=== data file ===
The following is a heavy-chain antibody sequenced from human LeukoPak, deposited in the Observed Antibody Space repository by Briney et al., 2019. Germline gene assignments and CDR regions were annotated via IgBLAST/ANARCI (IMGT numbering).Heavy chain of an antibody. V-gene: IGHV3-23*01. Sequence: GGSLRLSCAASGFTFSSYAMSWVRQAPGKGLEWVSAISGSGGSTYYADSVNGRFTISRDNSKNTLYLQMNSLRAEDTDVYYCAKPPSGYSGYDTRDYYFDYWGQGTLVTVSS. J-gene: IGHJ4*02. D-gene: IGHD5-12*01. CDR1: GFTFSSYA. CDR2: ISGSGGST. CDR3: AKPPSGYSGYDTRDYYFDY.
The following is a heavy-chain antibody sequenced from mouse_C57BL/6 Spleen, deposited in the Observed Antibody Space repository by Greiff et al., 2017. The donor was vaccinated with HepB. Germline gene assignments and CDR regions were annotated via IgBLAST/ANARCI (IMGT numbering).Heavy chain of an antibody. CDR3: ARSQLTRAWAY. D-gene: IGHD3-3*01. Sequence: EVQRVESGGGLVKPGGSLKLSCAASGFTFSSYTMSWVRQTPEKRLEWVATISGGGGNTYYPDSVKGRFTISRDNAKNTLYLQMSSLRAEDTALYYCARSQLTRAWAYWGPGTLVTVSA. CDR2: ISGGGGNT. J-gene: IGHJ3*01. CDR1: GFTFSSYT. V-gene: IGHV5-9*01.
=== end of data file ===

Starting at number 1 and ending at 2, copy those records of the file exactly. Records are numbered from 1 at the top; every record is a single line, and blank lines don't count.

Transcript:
The following is a heavy-chain antibody sequenced from human LeukoPak, deposited in the Observed Antibody Space repository by Briney et al., 2019. Germline gene assignments and CDR regions were annotated via IgBLAST/ANARCI (IMGT numbering).Heavy chain of an antibody. V-gene: IGHV3-23*01. Sequence: GGSLRLSCAASGFTFSSYAMSWVRQAPGKGLEWVSAISGSGGSTYYADSVNGRFTISRDNSKNTLYLQMNSLRAEDTDVYYCAKPPSGYSGYDTRDYYFDYWGQGTLVTVSS. J-gene: IGHJ4*02. D-gene: IGHD5-12*01. CDR1: GFTFSSYA. CDR2: ISGSGGST. CDR3: AKPPSGYSGYDTRDYYFDY.
The following is a heavy-chain antibody sequenced from mouse_C57BL/6 Spleen, deposited in the Observed Antibody Space repository by Greiff et al., 2017. The donor was vaccinated with HepB. Germline gene assignments and CDR regions were annotated via IgBLAST/ANARCI (IMGT numbering).Heavy chain of an antibody. CDR3: ARSQLTRAWAY. D-gene: IGHD3-3*01. Sequence: EVQRVESGGGLVKPGGSLKLSCAASGFTFSSYTMSWVRQTPEKRLEWVATISGGGGNTYYPDSVKGRFTISRDNAKNTLYLQMSSLRAEDTALYYCARSQLTRAWAYWGPGTLVTVSA. CDR2: ISGGGGNT. J-gene: IGHJ3*01. CDR1: GFTFSSYT. V-gene: IGHV5-9*01.